• by hobo sapiens (893427) on Wednesday July 04, 2007 @01:48AM (#19740609) Journal
    At first I thought it read "Bill Gates drops A number two".

    I though "man, is this a slow news day or what?!" and "Did he flush?"

    I guess it's time to get some sleep. Or stop smoking crack. Either way.
  • The real point (Score:3, Interesting)

    by edwardpickman (965122) on Wednesday July 04, 2007 @01:59AM (#19740663)
    Either one of them could take every breathing person to MacDonalds. The only difference is one could super size it and still have money left over. Both would actually still be billionaires.
    • Either one of them could take every breathing person to MacDonalds.

      I wouldn't hold my breath waiting for that to happen. You don't get rich by spending money trivially.
  • by phalse phace (454635) on Wednesday July 04, 2007 @02:15AM (#19740753)
    But isn't part of the reason why Bill Gates isn't so rich anymore because he's giving his money away [go.com]? He's given away more money than anyone I can think of.

    How much has Carlos Slim given away to help fight AIDS? How much has he given away for education?

    It's not how much money you have that's important, but what you do with it and the impact it has on others.
  • QUICK ! (Score:5, Funny)

    by polar red (215081) on Wednesday July 04, 2007 @02:18AM (#19740767)
    Quick, let's all buy an overpriced vista ... we can still push him to #1
    • Re: (Score:3, Funny)

      by eclectro (227083)
      Luckily he does not need to rely on Vista sales. He just needs to dig the loose change out of the couch and he would be #1 again.
  • ...donate? Come on, a few bucks each to help Bill through this difficult patch.
  • How much cash... ? (Score:4, Informative)

    by funkdancer (582069) <funkyNO@SPAMfunkdancer.com> on Wednesday July 04, 2007 @02:56AM (#19740945)
    has Slim put into philanthropy? To anyone who found this question relevant (I was almost expecting "none" - and thus making the Gates foundation a very easy explanation on the #1 move), Forbes says the following [forbes.com] (plus a lot of other interesting stuff) of the man's new project:

    "Lately Carlos Slim has taken up a particular interest in philanthropy, a pursuit he had neglected for most of the years he was building his businesses. He formed a foundation 23 years ago and funded it with a few million, and it has done little since then. A year ago Slim infused it with $1.8 billion; in the fall he pledged to donate up to $10 billion to the foundation in the next four years to fund health and education programs."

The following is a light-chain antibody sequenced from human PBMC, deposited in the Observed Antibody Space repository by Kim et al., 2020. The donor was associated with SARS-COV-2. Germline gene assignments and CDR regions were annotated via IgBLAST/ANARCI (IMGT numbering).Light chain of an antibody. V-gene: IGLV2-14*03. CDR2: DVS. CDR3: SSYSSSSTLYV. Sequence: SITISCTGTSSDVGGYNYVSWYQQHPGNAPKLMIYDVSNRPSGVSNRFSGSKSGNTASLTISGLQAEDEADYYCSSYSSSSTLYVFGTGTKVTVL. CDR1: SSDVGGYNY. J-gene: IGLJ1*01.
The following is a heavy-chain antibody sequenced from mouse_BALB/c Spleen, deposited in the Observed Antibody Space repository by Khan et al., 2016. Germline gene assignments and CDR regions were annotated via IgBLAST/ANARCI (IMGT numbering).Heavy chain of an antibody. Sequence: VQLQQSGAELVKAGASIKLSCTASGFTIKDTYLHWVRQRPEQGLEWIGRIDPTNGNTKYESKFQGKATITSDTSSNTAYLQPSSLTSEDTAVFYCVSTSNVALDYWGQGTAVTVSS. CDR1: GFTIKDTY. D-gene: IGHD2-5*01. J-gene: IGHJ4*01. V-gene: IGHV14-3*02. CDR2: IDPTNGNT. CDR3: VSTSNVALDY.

It is somehow good to see the world's richest doing this kind of stuff. Of course, it's not like they couldn't afford it, but still.
  • Give it Away (Score:4, Insightful)

    by SoyChemist (1015349) on Wednesday July 04, 2007 @03:28AM (#19741089) Homepage
    Carlos Slim should use his money to build schools in Mexico and pay adults as well as children to attend.
  • by Opportunist (166417) on Wednesday July 04, 2007 @04:20AM (#19741337)
    Basically, why bother trying? Imagine you're rich. Not just rich, but super-duper rich. More money than you can sensibly spend in a lifetime. Would you care if there was someone richer by a few billion bucks? I wouldn't.

    At some point, money ceases to matter. When you have more than you can spend, there's a dividing point for people. Either they stop caring, and I think Bill did. Why else would he start a charity fund? Or they get even greedier and want MOAAAAAAR, with "getting money" becoming a reason to exist all by itself. Which is kinda sad (I've seen it in a few friends in the dot.com time).

    I doubt Bill falls in the latter category. I'm fairly sure he read it, shrugged and went on with his life. Being rich is not a matter of having more than the other rich guy. Just more than most others, so your money actually has some value. If everyone was rich, money would be useless.
    • If you discovered you were one of the successful people in the world at something, would you be satisfied and give up? Or would you keep going, and try to beat everyone else, if there was an easy and convenient way to "keep score"? Guess what--the type of people who are competitive enough to become billionaires are going to choose the second option more often than the first.
      • by JFMulder (59706)
        Guess what--the type of people who are competitive enough to become billionaires are going to choose the second option more often than the first.
        I suppose you're basing that assumption on the many billionnaires you know in real life and not on what you read about them in rags. I doubt that if Bill really cared about the total amount of money he had and wanted to stay on top he would give it away so much.
        • I'm not saying there aren't exceptions--that's why I said "more often" instead of "exclusively". Bill Gates might even be one of these exceptions, but considering he "won" on a continuous basis for more than a decade, I think philanthropy is his way of trying to gracefully leave the game more than it is an indication that he never played it to begin with.
  • by Glowing Fish (155236) on Wednesday July 04, 2007 @05:12AM (#19741579) Homepage
    But, he could be destroyed. The 31st richest person has done it before, and he will do it again.
  • Not really rich (Score:3, Interesting)

    by flyingfsck (986395) on Wednesday July 04, 2007 @09:02AM (#19743159)
    People who can count their money are not really rich. There are several people in Europe who cannot realistically count their wealth. The British Queen for example owns enormous tracts of land, the value of which can only be guessed.
  • by msouth (10321) on Wednesday July 04, 2007 @12:03PM (#19744817) Homepage Journal
    ... have always considered him number 2.

    *bows*